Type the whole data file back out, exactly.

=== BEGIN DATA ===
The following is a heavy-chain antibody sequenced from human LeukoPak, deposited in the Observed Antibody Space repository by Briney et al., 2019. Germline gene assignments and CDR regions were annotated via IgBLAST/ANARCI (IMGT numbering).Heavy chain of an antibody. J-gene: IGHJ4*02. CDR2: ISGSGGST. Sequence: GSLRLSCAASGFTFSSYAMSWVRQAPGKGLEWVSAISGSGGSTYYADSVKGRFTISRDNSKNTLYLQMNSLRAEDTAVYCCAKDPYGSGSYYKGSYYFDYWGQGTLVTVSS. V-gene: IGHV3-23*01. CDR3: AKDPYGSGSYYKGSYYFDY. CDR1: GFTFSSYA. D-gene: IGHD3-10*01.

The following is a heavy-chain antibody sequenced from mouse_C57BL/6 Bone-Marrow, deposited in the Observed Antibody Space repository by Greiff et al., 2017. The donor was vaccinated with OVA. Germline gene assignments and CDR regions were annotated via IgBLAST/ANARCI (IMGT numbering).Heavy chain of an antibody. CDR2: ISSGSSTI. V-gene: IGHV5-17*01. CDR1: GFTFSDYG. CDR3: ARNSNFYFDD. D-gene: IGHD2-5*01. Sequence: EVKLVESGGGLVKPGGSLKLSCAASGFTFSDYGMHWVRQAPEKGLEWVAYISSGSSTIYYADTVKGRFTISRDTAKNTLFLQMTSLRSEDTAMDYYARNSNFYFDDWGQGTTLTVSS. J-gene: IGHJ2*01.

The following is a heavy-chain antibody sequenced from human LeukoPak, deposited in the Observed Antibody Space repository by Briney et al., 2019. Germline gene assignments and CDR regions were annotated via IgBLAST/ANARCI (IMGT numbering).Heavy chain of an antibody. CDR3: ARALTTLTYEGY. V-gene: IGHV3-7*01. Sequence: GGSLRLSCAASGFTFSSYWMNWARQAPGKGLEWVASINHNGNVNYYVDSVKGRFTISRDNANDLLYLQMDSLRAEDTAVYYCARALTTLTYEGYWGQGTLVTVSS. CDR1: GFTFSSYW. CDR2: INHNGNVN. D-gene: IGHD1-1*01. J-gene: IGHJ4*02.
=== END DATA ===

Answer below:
The following is a heavy-chain antibody sequenced from human LeukoPak, deposited in the Observed Antibody Space repository by Briney et al., 2019. Germline gene assignments and CDR regions were annotated via IgBLAST/ANARCI (IMGT numbering).Heavy chain of an antibody. J-gene: IGHJ4*02. CDR2: ISGSGGST. Sequence: GSLRLSCAASGFTFSSYAMSWVRQAPGKGLEWVSAISGSGGSTYYADSVKGRFTISRDNSKNTLYLQMNSLRAEDTAVYCCAKDPYGSGSYYKGSYYFDYWGQGTLVTVSS. V-gene: IGHV3-23*01. CDR3: AKDPYGSGSYYKGSYYFDY. CDR1: GFTFSSYA. D-gene: IGHD3-10*01.

The following is a heavy-chain antibody sequenced from mouse_C57BL/6 Bone-Marrow, deposited in the Observed Antibody Space repository by Greiff et al., 2017. The donor was vaccinated with OVA. Germline gene assignments and CDR regions were annotated via IgBLAST/ANARCI (IMGT numbering).Heavy chain of an antibody. CDR2: ISSGSSTI. V-gene: IGHV5-17*01. CDR1: GFTFSDYG. CDR3: ARNSNFYFDD. D-gene: IGHD2-5*01. Sequence: EVKLVESGGGLVKPGGSLKLSCAASGFTFSDYGMHWVRQAPEKGLEWVAYISSGSSTIYYADTVKGRFTISRDTAKNTLFLQMTSLRSEDTAMDYYARNSNFYFDDWGQGTTLTVSS. J-gene: IGHJ2*01.

The following is a heavy-chain antibody sequenced from human LeukoPak, deposited in the Observed Antibody Space repository by Briney et al., 2019. Germline gene assignments and CDR regions were annotated via IgBLAST/ANARCI (IMGT numbering).Heavy chain of an antibody. CDR3: ARALTTLTYEGY. V-gene: IGHV3-7*01. Sequence: GGSLRLSCAASGFTFSSYWMNWARQAPGKGLEWVASINHNGNVNYYVDSVKGRFTISRDNANDLLYLQMDSLRAEDTAVYYCARALTTLTYEGYWGQGTLVTVSS. CDR1: GFTFSSYW. CDR2: INHNGNVN. D-gene: IGHD1-1*01. J-gene: IGHJ4*02.